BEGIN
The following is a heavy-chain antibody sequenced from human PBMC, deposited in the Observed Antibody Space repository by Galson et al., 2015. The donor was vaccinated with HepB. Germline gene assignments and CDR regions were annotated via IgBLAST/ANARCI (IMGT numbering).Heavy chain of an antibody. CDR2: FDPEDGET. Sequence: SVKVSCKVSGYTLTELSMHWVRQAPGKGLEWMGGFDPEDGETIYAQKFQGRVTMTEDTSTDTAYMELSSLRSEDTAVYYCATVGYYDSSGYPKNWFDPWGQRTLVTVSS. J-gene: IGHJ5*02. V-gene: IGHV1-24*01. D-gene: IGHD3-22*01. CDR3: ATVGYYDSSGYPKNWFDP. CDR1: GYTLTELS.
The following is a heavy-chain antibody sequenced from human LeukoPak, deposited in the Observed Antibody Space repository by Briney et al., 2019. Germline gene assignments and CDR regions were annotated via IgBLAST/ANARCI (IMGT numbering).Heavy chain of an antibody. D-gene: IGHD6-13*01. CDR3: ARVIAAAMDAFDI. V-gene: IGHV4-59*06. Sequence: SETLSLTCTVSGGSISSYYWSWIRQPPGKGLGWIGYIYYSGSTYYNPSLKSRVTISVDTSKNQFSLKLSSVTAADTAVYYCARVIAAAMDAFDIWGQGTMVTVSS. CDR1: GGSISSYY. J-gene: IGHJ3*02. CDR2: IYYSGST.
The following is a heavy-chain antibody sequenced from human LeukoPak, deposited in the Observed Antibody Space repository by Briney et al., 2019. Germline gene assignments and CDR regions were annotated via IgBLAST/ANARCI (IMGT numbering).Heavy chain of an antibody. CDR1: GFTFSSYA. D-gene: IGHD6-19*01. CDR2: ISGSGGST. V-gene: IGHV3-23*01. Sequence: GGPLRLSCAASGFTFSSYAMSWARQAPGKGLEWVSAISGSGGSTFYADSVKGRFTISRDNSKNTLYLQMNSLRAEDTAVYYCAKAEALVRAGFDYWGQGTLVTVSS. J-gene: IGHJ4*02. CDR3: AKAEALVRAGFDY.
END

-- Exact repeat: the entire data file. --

The following is a heavy-chain antibody sequenced from human PBMC, deposited in the Observed Antibody Space repository by Galson et al., 2015. The donor was vaccinated with HepB. Germline gene assignments and CDR regions were annotated via IgBLAST/ANARCI (IMGT numbering).Heavy chain of an antibody. CDR2: FDPEDGET. Sequence: SVKVSCKVSGYTLTELSMHWVRQAPGKGLEWMGGFDPEDGETIYAQKFQGRVTMTEDTSTDTAYMELSSLRSEDTAVYYCATVGYYDSSGYPKNWFDPWGQRTLVTVSS. J-gene: IGHJ5*02. V-gene: IGHV1-24*01. D-gene: IGHD3-22*01. CDR3: ATVGYYDSSGYPKNWFDP. CDR1: GYTLTELS.
The following is a heavy-chain antibody sequenced from human LeukoPak, deposited in the Observed Antibody Space repository by Briney et al., 2019. Germline gene assignments and CDR regions were annotated via IgBLAST/ANARCI (IMGT numbering).Heavy chain of an antibody. D-gene: IGHD6-13*01. CDR3: ARVIAAAMDAFDI. V-gene: IGHV4-59*06. Sequence: SETLSLTCTVSGGSISSYYWSWIRQPPGKGLGWIGYIYYSGSTYYNPSLKSRVTISVDTSKNQFSLKLSSVTAADTAVYYCARVIAAAMDAFDIWGQGTMVTVSS. CDR1: GGSISSYY. J-gene: IGHJ3*02. CDR2: IYYSGST.
The following is a heavy-chain antibody sequenced from human LeukoPak, deposited in the Observed Antibody Space repository by Briney et al., 2019. Germline gene assignments and CDR regions were annotated via IgBLAST/ANARCI (IMGT numbering).Heavy chain of an antibody. CDR1: GFTFSSYA. D-gene: IGHD6-19*01. CDR2: ISGSGGST. V-gene: IGHV3-23*01. Sequence: GGPLRLSCAASGFTFSSYAMSWARQAPGKGLEWVSAISGSGGSTFYADSVKGRFTISRDNSKNTLYLQMNSLRAEDTAVYYCAKAEALVRAGFDYWGQGTLVTVSS. J-gene: IGHJ4*02. CDR3: AKAEALVRAGFDY.